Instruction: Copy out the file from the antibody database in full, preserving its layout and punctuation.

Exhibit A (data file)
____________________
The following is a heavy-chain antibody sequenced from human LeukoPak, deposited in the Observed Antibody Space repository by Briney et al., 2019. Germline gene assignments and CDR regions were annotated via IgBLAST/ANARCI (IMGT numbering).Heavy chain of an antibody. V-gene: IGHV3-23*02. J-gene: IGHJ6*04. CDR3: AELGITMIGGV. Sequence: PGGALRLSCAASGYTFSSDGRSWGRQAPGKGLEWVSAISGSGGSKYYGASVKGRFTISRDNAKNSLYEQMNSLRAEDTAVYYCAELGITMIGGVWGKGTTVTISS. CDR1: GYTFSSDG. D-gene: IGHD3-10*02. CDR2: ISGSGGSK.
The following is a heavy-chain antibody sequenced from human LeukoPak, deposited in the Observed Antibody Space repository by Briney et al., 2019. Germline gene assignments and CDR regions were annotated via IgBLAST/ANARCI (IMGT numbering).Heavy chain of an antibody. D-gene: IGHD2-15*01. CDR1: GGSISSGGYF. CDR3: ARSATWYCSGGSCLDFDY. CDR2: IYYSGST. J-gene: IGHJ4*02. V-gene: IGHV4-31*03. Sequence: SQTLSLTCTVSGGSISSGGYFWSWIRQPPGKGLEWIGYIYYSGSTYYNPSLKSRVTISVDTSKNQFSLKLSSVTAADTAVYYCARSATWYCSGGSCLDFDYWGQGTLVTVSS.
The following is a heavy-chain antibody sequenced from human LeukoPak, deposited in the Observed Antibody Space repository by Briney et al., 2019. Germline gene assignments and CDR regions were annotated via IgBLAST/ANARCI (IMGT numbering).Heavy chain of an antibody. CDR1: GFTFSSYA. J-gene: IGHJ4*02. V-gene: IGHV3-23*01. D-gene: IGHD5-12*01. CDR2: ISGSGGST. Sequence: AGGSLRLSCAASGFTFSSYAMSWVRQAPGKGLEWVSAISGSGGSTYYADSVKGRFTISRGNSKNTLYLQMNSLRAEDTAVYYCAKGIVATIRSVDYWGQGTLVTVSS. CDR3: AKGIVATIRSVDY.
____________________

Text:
The following is a heavy-chain antibody sequenced from human LeukoPak, deposited in the Observed Antibody Space repository by Briney et al., 2019. Germline gene assignments and CDR regions were annotated via IgBLAST/ANARCI (IMGT numbering).Heavy chain of an antibody. V-gene: IGHV3-23*02. J-gene: IGHJ6*04. CDR3: AELGITMIGGV. Sequence: PGGALRLSCAASGYTFSSDGRSWGRQAPGKGLEWVSAISGSGGSKYYGASVKGRFTISRDNAKNSLYEQMNSLRAEDTAVYYCAELGITMIGGVWGKGTTVTISS. CDR1: GYTFSSDG. D-gene: IGHD3-10*02. CDR2: ISGSGGSK.
The following is a heavy-chain antibody sequenced from human LeukoPak, deposited in the Observed Antibody Space repository by Briney et al., 2019. Germline gene assignments and CDR regions were annotated via IgBLAST/ANARCI (IMGT numbering).Heavy chain of an antibody. D-gene: IGHD2-15*01. CDR1: GGSISSGGYF. CDR3: ARSATWYCSGGSCLDFDY. CDR2: IYYSGST. J-gene: IGHJ4*02. V-gene: IGHV4-31*03. Sequence: SQTLSLTCTVSGGSISSGGYFWSWIRQPPGKGLEWIGYIYYSGSTYYNPSLKSRVTISVDTSKNQFSLKLSSVTAADTAVYYCARSATWYCSGGSCLDFDYWGQGTLVTVSS.
The following is a heavy-chain antibody sequenced from human LeukoPak, deposited in the Observed Antibody Space repository by Briney et al., 2019. Germline gene assignments and CDR regions were annotated via IgBLAST/ANARCI (IMGT numbering).Heavy chain of an antibody. CDR1: GFTFSSYA. J-gene: IGHJ4*02. V-gene: IGHV3-23*01. D-gene: IGHD5-12*01. CDR2: ISGSGGST. Sequence: AGGSLRLSCAASGFTFSSYAMSWVRQAPGKGLEWVSAISGSGGSTYYADSVKGRFTISRGNSKNTLYLQMNSLRAEDTAVYYCAKGIVATIRSVDYWGQGTLVTVSS. CDR3: AKGIVATIRSVDY.